The Morgan-Wixson Theatre has been around for decades, drawing on enthusiastic members of the community as well as full-time actors for its productions. The Pirates of Penzance is the theatre's 422nd show, and it shows no signs of stopping. This perennial audience favorite crackles with energy, as it tells the story of dear Frederick, mistakenly apprenticed to pirates as a child. With this fluffy premise, Gilbert and Sullivan lead us on a rollicking journey filled with tittering girls, swashbuckling pirates, and, of course, a very modern major general.

In the hands of director Anne Gesling, this new production is a bit uneven, but the music and lyrics of G & S combined with the undeniable energy of the cast win out. While Gesling has managed to create a strong ensemble feel here‹the cast is at its best when they are all onstage‹she fails to concentrate enough on her individual characters.

Both David Meinke's Frederick and Edith Mazur's Mabel are bland lovers, more concerned with hitting the high notes than capturing the inherent absurdity and giddy infatuation their characters require. Perviz Shetty as Frederick's nurse Ruth tends to act rather than react, never quite capitalizing on the comic potential of her character.

The standout in the cast is Tom Mesmer, whose dynamic portrayal of the Pirate King makes the entire show worthwhile. Mesmer's confident swagger, rich voice, and intense immersion in his character keep us enthralled, so perfectly does he capture the humor and tongue-in-cheek sexuality of the role.

Musically, the show hits some troubled seas, as the cast sometimes has trouble following the pre-recorded accompaniment, and many of the soloists need to be miked. The numbers that should bring down the house‹"I Am the Very Model of a Modern Major-General," the policemen's "When the Foeman Bares His Steel"‹lack the power required. Still, Gesling, who also serves as music director, manages to hit all the right harmonies in the score, even if we can't always understand the words. Credit is also due to choreographer Krissy Loeber, who comes up with some adorable steps that highlight the lighthearted nature of the music. Costumes and set design are also solid.

Despite the very real problems here, the Morgan-Wixson's production of The Pirates of Penzance is still worth a look. Gilbert & Sullivan's music is always a delight, and it is given a decent treatment here. The cast is a solid company, a delight to watch when they frolic together onstage. And of course, there's Mesmer, whose presence alone is worth the price of admission.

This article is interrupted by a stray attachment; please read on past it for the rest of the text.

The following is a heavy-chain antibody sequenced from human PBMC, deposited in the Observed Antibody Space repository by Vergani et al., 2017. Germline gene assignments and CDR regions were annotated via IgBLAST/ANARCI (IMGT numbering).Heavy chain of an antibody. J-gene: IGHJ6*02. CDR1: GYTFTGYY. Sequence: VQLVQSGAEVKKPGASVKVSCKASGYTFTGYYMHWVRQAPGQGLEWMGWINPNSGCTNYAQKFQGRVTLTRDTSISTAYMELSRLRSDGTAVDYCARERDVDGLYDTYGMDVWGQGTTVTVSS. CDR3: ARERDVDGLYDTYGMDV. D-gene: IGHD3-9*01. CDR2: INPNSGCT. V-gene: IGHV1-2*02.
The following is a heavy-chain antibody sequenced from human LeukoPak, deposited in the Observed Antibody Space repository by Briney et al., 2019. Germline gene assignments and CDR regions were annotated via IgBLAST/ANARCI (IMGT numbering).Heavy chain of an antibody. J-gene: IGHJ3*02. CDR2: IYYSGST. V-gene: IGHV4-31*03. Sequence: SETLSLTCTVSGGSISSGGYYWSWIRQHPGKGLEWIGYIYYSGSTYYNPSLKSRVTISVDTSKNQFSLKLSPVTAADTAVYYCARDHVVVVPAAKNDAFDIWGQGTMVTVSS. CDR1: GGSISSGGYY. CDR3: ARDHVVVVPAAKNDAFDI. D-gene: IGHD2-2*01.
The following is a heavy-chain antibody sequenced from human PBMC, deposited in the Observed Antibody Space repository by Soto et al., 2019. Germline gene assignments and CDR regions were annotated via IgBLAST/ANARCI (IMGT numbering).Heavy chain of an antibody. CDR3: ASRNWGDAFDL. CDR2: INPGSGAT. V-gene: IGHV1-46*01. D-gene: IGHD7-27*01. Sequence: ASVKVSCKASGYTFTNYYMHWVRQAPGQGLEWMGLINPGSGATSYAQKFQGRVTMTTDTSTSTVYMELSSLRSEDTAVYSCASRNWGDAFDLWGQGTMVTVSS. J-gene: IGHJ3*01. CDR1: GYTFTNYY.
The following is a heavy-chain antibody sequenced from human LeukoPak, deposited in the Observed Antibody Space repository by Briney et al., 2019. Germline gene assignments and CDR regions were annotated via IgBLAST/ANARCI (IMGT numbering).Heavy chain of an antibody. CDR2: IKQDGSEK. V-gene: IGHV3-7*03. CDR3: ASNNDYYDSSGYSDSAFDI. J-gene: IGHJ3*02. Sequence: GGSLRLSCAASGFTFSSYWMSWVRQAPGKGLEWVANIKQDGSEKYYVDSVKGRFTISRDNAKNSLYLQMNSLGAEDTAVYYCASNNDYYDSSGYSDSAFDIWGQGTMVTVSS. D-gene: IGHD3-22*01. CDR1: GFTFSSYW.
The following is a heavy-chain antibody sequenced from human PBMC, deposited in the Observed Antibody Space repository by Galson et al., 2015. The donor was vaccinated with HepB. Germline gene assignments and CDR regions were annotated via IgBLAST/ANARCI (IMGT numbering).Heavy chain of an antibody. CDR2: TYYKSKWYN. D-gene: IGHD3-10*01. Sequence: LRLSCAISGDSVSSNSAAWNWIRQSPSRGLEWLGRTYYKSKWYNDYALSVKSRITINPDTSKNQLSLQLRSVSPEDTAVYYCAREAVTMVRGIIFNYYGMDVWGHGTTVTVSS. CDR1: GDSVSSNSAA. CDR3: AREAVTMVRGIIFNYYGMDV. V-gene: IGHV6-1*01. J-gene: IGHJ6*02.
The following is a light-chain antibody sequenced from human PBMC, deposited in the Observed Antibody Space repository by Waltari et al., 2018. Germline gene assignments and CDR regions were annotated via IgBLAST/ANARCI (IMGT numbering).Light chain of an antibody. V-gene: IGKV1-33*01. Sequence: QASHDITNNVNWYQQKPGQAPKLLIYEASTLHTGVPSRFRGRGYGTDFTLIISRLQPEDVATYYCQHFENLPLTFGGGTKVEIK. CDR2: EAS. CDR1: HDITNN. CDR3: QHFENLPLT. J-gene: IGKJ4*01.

"The Pirates of Penzance," presented by and at the Morgan-Wixson Theatre, 2627 Pico Blvd., Santa Monica. Mar. 5-Apr. 18. (310) 828-7519.



at the Sobrato Auditorium

Reviewed by Judy Richter

"I Don't Want No Rocking Chair," a song by Jeff Langley with lyrics by Ronnie Gilbert, sets the tone for Legacy, the world premiere musical presented by San Jos Repertory Theatre. Inspired by journalist Studs Terkel's book Coming of Age, this work features a book by Gilbert and Jon Marans, music by Langley and musical director Henry Mollicone, and lyrics by Gilbert. Artistic director Timothy Near directs with a sure hand. Although billed as a play with music, it doesn't have much plot. Its characters, however, are people, all 70 or older, whom Terkel interviewed. They not only lived through 20th-century American history but also helped to define it.

Each actor portrays a variety of people, sometimes of a different sex or race. They're a remarkable assemblage, all of them determined to try to improve the world before they die, and these veteran actors bring their own show business history to the stage as they sing, dance, and tell their characters' stories. They don't move as easily as their younger counterparts, and they sometimes read from scripts, yet they radiate energy, vitality, and dedication.

Gilbert, who was instrumental in the show's creation, portrays such people as modern art curator Katherine Kuh, who championed the works of Jackson Pollock, and union leader Genora Johnson, who led a successful strike against General Motors. She also portrays herself, a founding member of the Weavers, who helped make folk music popular in the 1950s. Joan Roberts, the original Laurey in Oklahoma! in 1943, shines as Bessie Doenges, a 93-year-old determined to raise hell, and as a woman who finds friendship and perhaps love with a man played by Carleton Carpenter.

Marking the 55th anniversary of his Broadway debut in Bright Boy, Carpenter is noteworthy as an 80-year-old hippie, a black jazz musician, and a Japanese-American woman interred during World War II. Playwright-performer David Rogers is memorable as gay activist Harry Hay, a founder of the Mattachine Society, and 95-year-old M. Jacoby as a prejudiced woman. Completing the cast is singer-actress Yolande Bavan, whose characters include a black janitor, a Hispanic community leader, and noted actress Uta Hagen.